• Alistair Tait

The year of golf’s epiphany?


Bryson DeChambeau clearly didn’t make any fresh New Year’s resolutions for 2021. He just recycled his 2020 ones.


Speed is of the essence for beefed up Bryson in 2021, just as it was last year. The year has hardly started and the reigning U.S. Open champion is talking of further increasing his ball speed this season. DeChambeau led the PGA Tour last year with an average speed of 192.8 mph.

“I haven’t given up the pursuit of trying to get faster,” DeChambeau told the Golf Channel ahead of the Sentry Tournament of Champions.

DeChambeau is seeking eye-watering average speeds of 207-210mph.

“At that point, I’ll probably be like, ‘OK, that’s good enough,’” he said.

The word your looking for? Frightening.


Will DeChambeau’s pursuit of power be in vain, though.


It seems a perfectly good question on today of all days to ask: Is this year of golf’s epiphany? The year when golf says it's time to change?


The R&A and USGA have yet to publish their Distance Insights Project findings, and recommendations for the game based on those findings. They'll do so in March.


DeChambeau’s search for more speed might be for nought if golf’s rulers decide enough is enough and clamp down on the excessive distances players like DeChambeau and other top stars are achieving.


I don’t want to get drawn into picking sides in the distance debate, but surely even the most die-hard supporter of letting technology do its thing has to realise there comes a time when enough is enough, a time to say 419-yard drives are beyond a joke?


The distance debate has been raging for far too long, as did the grooves and the long putter debates. I’m all for taking a measured approach to the importance issues within our game, but 20 years to decide on what’s best is far too measured for my liking. The distance issue should have been put to bed years ago.


Luminaries such as Arnold Palmer, Jack Nicklaus, Gary Players and many others have been calling for distance to be reined in for years. In fact, Sir Henry Cotton had an epiphany of his own 40 years ago. In the closing chapter of Thanks for the Game: The Best of Golf with Henry Cotton, the three-time Open Champion looked into his crystal ball and saw a time when a…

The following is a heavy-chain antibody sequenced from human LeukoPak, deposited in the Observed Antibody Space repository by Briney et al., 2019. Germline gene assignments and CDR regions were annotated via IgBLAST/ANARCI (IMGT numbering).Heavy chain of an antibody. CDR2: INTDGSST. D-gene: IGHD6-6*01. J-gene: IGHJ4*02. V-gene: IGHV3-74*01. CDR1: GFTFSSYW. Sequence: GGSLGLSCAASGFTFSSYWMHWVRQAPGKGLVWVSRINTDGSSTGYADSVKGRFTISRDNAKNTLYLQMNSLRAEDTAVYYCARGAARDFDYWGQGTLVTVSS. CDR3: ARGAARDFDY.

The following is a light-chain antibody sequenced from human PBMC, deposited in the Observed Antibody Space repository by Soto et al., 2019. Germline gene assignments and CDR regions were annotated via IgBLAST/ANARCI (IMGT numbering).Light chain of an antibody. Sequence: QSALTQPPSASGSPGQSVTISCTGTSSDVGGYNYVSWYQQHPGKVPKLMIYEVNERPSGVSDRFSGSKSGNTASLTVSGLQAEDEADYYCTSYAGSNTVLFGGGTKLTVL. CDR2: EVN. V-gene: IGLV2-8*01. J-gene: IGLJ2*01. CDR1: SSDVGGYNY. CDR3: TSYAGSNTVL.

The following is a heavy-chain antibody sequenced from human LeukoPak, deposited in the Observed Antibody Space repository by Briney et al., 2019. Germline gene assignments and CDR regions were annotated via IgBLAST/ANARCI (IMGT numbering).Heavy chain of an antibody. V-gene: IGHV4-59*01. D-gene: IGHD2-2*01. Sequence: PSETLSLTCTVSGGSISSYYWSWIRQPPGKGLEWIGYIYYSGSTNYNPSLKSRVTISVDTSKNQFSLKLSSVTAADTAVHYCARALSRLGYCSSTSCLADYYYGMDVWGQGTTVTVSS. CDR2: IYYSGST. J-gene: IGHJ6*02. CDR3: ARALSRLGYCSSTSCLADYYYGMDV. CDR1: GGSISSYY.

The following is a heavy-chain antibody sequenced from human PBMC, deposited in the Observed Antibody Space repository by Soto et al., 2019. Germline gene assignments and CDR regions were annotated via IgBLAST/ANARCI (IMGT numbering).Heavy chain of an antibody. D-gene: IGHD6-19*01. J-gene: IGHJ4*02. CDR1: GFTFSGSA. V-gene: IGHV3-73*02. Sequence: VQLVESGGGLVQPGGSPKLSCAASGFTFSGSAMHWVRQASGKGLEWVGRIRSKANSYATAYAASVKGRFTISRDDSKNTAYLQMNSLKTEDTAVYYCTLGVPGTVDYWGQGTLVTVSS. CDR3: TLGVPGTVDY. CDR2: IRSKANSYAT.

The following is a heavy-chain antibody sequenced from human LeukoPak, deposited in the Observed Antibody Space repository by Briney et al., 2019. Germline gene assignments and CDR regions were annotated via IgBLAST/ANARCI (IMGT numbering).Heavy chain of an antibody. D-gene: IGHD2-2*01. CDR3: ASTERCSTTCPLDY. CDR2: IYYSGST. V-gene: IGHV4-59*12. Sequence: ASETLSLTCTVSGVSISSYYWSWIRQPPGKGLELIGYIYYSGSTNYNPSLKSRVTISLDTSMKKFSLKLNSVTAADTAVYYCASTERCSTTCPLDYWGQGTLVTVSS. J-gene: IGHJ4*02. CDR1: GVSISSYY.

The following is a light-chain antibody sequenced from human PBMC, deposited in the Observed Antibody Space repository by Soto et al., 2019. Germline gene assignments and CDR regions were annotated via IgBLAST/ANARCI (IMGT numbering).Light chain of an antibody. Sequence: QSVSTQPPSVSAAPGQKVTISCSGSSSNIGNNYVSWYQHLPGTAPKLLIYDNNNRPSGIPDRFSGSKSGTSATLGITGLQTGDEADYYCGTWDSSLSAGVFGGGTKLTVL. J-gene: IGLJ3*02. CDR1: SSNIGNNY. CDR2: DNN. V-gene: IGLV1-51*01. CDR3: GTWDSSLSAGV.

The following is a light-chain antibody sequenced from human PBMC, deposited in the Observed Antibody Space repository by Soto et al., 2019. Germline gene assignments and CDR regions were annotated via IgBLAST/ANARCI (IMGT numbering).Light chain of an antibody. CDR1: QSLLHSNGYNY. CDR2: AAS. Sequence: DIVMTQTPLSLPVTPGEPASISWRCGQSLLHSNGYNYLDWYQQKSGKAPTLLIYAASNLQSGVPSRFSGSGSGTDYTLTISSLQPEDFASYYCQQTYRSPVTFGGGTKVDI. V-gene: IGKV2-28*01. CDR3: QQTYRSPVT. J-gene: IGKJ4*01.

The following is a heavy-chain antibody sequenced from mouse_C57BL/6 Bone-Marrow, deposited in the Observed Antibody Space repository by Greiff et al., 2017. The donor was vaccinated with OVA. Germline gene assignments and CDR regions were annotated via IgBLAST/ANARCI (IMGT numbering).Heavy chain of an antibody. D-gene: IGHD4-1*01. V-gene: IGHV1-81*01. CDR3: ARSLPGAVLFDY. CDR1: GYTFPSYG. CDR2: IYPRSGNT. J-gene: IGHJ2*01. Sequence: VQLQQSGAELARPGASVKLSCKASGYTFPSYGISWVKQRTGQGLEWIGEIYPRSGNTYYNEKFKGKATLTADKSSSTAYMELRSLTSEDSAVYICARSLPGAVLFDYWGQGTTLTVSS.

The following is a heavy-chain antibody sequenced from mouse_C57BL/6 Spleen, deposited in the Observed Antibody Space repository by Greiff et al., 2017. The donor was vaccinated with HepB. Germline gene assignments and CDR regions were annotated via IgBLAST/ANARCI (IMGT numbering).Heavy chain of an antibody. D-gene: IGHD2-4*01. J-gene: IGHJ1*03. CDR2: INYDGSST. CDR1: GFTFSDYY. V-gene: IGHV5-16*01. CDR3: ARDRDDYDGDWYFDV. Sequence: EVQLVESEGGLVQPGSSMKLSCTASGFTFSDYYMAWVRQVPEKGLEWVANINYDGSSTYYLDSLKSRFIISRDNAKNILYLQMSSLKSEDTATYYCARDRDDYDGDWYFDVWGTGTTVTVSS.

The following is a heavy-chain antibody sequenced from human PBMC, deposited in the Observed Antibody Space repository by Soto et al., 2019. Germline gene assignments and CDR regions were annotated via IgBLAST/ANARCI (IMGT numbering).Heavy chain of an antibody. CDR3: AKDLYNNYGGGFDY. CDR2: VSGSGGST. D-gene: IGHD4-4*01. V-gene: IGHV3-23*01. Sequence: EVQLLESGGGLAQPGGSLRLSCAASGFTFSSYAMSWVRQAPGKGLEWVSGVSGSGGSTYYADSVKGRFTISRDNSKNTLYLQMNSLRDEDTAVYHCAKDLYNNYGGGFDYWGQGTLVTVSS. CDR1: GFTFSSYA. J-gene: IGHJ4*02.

“…change to a lighter ball would bring thousands more courses automatically up to championship standards and cut down on the reign of the power players, for skill would count more than sheer strength and the day of the female Open Champion could approach. There would be some turning of male bodies in their graves at the thought of Mrs Nancy Lopez Melton’s name on the old trophy plinth.
“Golf balls could be standardised, the same ball for every competitor in the Open Championships of the world, no maker’s specials.”

The Maestro was clearly ahead of his time. It’s not hard to imagine what he would do if he was still around and had ultimate power over this royal and ancient game.


Bryson’s quest for the Holy Grail might just be in vain if the rules makers decide 2021 is the year of golf’s epiphany.


#JustSaying: “Students everywhere seem to agonise over the finer points of the swing, or the position of the feet, or whether the head is quite still. All this emphasis on method: no mention of simply finding the ball – which is a development of a skill we all have from the day we are born.” Sir Henry Cotton.

Recent Posts

See All

No Excuses For Paris Olympics

Hopefully the Olympic golf stayaways watched the playoff for the bronze medal from the Tokyo Games and had a rethink. Did they register the disappointment etched on Rory McIlroy’s face when his birdie

Maybe We Need A Tour Caddie

We’ll spend a fortune on endless lessons, golf schools, top of the range clubs, swing gadgets, books, maybe sports psychologists, even hypnotists, spend forever combing YouTube for golf drills and tip

Maurice Flitcroft's Lasting Legacy

Here’s a question that’s been on my mind since hearing Maurice Flitcroft’s life story is about to be celebrated in a feature length film: who missed out on a potential spot in the 1976 Open Championsh